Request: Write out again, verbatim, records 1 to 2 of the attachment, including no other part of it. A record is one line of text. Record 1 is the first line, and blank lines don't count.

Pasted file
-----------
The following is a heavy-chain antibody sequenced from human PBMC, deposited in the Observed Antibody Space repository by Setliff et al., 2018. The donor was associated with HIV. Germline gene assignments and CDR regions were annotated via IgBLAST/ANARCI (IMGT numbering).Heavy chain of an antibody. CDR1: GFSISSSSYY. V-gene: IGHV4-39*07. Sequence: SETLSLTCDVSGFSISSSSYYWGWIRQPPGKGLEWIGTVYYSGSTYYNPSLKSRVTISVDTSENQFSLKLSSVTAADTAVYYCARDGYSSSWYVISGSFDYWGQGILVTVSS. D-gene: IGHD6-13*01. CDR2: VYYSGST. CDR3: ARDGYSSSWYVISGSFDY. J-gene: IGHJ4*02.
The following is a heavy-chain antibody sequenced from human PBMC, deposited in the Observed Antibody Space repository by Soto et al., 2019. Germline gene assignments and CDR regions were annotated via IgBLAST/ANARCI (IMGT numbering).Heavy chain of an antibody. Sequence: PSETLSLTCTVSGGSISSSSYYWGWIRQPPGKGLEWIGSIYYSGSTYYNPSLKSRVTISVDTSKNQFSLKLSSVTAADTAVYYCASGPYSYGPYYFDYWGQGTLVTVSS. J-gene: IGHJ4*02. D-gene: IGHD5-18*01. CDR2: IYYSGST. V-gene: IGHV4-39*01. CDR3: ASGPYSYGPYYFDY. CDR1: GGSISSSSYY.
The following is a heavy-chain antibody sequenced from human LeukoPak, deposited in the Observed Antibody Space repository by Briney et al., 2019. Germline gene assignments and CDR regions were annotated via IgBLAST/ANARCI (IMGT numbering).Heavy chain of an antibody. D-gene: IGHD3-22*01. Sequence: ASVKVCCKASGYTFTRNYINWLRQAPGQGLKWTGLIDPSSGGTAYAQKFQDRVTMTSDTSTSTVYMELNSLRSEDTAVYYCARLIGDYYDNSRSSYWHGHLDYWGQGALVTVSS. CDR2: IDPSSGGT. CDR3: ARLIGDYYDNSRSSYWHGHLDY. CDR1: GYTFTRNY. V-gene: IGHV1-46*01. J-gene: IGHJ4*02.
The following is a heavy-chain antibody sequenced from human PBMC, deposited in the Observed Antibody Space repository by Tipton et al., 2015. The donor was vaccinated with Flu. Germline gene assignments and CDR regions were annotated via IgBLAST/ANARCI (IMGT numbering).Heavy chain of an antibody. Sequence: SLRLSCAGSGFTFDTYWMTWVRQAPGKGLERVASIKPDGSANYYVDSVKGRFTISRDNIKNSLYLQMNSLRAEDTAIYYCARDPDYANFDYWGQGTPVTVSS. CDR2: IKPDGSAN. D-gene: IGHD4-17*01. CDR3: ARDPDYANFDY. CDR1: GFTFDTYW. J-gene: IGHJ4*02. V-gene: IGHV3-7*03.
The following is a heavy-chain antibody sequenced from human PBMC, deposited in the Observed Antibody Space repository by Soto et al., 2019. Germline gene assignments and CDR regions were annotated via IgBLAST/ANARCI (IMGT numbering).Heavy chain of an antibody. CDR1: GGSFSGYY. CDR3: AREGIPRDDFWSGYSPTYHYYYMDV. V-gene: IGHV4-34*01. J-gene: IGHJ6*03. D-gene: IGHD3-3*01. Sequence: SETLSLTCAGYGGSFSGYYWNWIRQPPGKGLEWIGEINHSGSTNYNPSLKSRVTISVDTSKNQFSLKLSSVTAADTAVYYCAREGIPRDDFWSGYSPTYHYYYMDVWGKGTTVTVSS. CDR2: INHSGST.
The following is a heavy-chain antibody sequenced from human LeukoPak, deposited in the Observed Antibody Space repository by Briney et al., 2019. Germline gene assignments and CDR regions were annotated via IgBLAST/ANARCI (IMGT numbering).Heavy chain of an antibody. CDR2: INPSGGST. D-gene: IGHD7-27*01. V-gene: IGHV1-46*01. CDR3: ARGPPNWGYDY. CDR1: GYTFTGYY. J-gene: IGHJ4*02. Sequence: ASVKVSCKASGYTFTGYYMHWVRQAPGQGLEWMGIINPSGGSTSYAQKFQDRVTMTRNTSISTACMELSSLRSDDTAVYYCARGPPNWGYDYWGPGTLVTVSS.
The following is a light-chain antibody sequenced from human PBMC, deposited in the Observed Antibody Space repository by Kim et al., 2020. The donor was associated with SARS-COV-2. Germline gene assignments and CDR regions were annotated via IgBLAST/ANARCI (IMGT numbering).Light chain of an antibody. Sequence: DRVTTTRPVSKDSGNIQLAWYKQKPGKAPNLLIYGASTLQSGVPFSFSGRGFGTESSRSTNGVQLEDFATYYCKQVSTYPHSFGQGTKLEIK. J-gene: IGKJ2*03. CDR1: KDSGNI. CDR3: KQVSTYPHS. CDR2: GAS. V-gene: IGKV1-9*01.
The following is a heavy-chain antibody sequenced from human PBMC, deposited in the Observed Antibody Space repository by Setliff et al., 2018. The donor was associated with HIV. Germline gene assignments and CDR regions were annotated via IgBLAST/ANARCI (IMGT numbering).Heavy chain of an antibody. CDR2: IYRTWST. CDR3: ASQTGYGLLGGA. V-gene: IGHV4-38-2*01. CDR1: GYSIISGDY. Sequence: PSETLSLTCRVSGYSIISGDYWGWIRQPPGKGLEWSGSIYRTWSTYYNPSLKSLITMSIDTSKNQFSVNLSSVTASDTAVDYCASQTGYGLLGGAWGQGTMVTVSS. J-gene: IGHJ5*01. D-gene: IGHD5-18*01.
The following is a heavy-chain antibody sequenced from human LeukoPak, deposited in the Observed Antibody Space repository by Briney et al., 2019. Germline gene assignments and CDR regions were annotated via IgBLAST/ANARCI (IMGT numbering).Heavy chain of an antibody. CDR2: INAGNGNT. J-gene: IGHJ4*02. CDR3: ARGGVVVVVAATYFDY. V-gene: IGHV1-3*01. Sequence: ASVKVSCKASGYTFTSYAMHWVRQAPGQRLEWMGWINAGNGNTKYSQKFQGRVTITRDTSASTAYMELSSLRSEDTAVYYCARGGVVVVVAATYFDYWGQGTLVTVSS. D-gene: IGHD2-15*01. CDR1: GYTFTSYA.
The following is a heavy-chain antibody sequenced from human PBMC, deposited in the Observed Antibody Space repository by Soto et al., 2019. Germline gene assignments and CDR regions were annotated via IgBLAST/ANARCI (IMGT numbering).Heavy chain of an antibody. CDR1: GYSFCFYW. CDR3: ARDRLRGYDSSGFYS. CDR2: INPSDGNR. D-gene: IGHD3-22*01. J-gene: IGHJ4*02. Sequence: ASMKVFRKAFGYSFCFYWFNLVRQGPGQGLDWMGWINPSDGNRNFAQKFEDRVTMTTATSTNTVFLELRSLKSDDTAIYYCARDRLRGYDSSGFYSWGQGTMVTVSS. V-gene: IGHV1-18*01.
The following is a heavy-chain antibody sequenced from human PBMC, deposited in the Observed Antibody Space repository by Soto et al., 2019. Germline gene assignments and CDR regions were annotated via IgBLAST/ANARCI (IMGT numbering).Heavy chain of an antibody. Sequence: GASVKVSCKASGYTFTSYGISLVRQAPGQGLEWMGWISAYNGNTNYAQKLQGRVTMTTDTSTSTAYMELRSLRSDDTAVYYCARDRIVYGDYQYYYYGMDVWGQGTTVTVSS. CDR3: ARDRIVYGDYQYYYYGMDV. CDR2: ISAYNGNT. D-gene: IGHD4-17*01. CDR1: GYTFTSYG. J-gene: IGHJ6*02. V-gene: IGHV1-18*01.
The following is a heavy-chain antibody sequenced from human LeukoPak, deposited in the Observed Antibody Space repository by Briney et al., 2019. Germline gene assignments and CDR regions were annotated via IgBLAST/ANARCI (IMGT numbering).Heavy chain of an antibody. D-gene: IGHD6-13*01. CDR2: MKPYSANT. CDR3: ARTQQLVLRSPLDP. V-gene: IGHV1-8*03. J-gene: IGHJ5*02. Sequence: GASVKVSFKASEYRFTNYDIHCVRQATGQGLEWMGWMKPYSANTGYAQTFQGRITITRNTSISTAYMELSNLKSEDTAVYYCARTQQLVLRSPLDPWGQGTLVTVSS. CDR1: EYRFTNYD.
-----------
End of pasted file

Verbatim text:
The following is a heavy-chain antibody sequenced from human PBMC, deposited in the Observed Antibody Space repository by Setliff et al., 2018. The donor was associated with HIV. Germline gene assignments and CDR regions were annotated via IgBLAST/ANARCI (IMGT numbering).Heavy chain of an antibody. CDR1: GFSISSSSYY. V-gene: IGHV4-39*07. Sequence: SETLSLTCDVSGFSISSSSYYWGWIRQPPGKGLEWIGTVYYSGSTYYNPSLKSRVTISVDTSENQFSLKLSSVTAADTAVYYCARDGYSSSWYVISGSFDYWGQGILVTVSS. D-gene: IGHD6-13*01. CDR2: VYYSGST. CDR3: ARDGYSSSWYVISGSFDY. J-gene: IGHJ4*02.
The following is a heavy-chain antibody sequenced from human PBMC, deposited in the Observed Antibody Space repository by Soto et al., 2019. Germline gene assignments and CDR regions were annotated via IgBLAST/ANARCI (IMGT numbering).Heavy chain of an antibody. Sequence: PSETLSLTCTVSGGSISSSSYYWGWIRQPPGKGLEWIGSIYYSGSTYYNPSLKSRVTISVDTSKNQFSLKLSSVTAADTAVYYCASGPYSYGPYYFDYWGQGTLVTVSS. J-gene: IGHJ4*02. D-gene: IGHD5-18*01. CDR2: IYYSGST. V-gene: IGHV4-39*01. CDR3: ASGPYSYGPYYFDY. CDR1: GGSISSSSYY.